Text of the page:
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Determinants of Influenza Transmission in South East Asia: Insights from a Household Cohort Study in Vietnam

Cauchemez S. Mathematical Modelling of Infectious Diseases Unit, Institut Pasteur, Paris, France|
Horby P. | Tran Hien N. | Minh Hoa L.N. | Duong T.N. | Thoang D.D. | Thai P.Q. Ha Nam Centre for Preventive Medicine, Ha Nam, Viet Nam| Thanh L.T. National Institute of Hygiene and Epidemiology, Hanoi, Viet Nam| Mai L.Q. Department of Microbiology and Immunology, University of Melbourne, Melbourne, Australia| Fox A. Oxford University Clinical Research Unit - Wellcome Trust Major Overseas Programme, Hanoi, United Kingdom| Ferguson N.M. MRC Centre for Outbreak Analysis and Modelling, Department of Infectious Disease Epidemiology, Imperial College London, London, United Kingdom|

PLoS Pathogens Số 8, năm 2014 (Tập 10, trang -)

ISSN: 15537366

ISSN: 15537366

DOI: 10.1371/journal.ppat.1004310

Tài liệu thuộc danh mục: ISI, Scopus



Từ khóa: adult; agglutination test; antibody titer; Article; child; disease surveillance; disease transmission; hemagglutination; hemagglutination inhibition; household transmission; human; immunoassay; infection risk; influenza; influenza A (H1N1); influenza B; information processing; major clinical study; mathematical model; public health; season; serology; vaccination; Viet Nam; adolescent; cohort analysis; family size; female; hemagglutination inhibition test; Influenza, Human; male; middle aged; preschool child; statistical model; transmission; young adult; Adolescent; Adult; Child; Child, Preschool; Cohort Studies; Family Characteristics; Female; Hemagglutination Inhibition Tests; Humans; Influenza, Human; Male; Middle Aged; Models, Statistical; Vietnam; Young Adult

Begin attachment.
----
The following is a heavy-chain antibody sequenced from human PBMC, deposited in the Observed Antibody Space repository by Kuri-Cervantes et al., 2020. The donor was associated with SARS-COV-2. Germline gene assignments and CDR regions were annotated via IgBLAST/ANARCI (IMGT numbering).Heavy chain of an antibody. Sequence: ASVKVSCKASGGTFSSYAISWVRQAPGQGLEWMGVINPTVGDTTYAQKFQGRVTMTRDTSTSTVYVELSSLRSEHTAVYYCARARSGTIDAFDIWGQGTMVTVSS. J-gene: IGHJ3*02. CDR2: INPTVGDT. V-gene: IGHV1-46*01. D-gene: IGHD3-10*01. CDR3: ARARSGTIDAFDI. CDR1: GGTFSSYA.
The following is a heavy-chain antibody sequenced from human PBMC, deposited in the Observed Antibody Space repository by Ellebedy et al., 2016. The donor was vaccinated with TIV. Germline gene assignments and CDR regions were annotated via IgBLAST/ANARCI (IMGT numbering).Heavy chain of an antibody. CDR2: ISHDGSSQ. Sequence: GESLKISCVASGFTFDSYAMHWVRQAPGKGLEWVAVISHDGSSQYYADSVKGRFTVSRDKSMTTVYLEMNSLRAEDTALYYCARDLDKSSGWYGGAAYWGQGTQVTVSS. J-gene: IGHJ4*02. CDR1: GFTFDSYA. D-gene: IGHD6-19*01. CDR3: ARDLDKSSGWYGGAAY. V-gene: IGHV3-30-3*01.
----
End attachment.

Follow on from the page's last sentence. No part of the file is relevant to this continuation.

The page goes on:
Tóm tắt tiếng anh
To guide control policies, it is important that the determinants of influenza transmission are fully characterized. Such assessment is complex because the risk of influenza infection is multifaceted and depends both on immunity acquired naturally or via vaccination and on the individual level of exposure to influenza in the community or in the household. Here, we analyse a large household cohort study conducted in 2007–2010 in Vietnam using innovative statistical methods to ascertain in an integrative framework the relative contribution of variables that influence the transmission of seasonal (H1N1, H3N2, B) and pandemic H1N1pdm09 influenza. Influenza infection was diagnosed by haemagglutination-inhibition (HI) antibody assay of paired serum samples. We used a Bayesian data augmentation Markov chain Monte Carlo strategy based on digraphs to reconstruct unobserved chains of transmission in households and estimate transmission parameters. The probability of transmission from an infected individual to another household member was 8% (95% CI, 6%, 10%) on average, and varied with pre-season titers, age and household size. Within households of size 3, the probability of transmission from an infected member to a child with low pre-season HI antibody titers was 27% (95% CI 21%–35%). High pre-season HI titers were protective against infection, with a reduction in the hazard of infection of 59% (95% CI, 44%–71%) and 87% (95% CI, 70%–96%) for intermediate (1∶20–1∶40) and high (≥1∶80) HI titers, respectively. Even after correcting for pre-season HI titers, adults had half the infection risk of children. Twenty six percent (95% CI: 21%, 30%) of infections may be attributed to household transmission. Our results highlight the importance of integrated analysis by influenza sub-type, age and pre-season HI titers in order to infer influenza transmission risks in and outside of the household. © 2014 Cauchemez et al.

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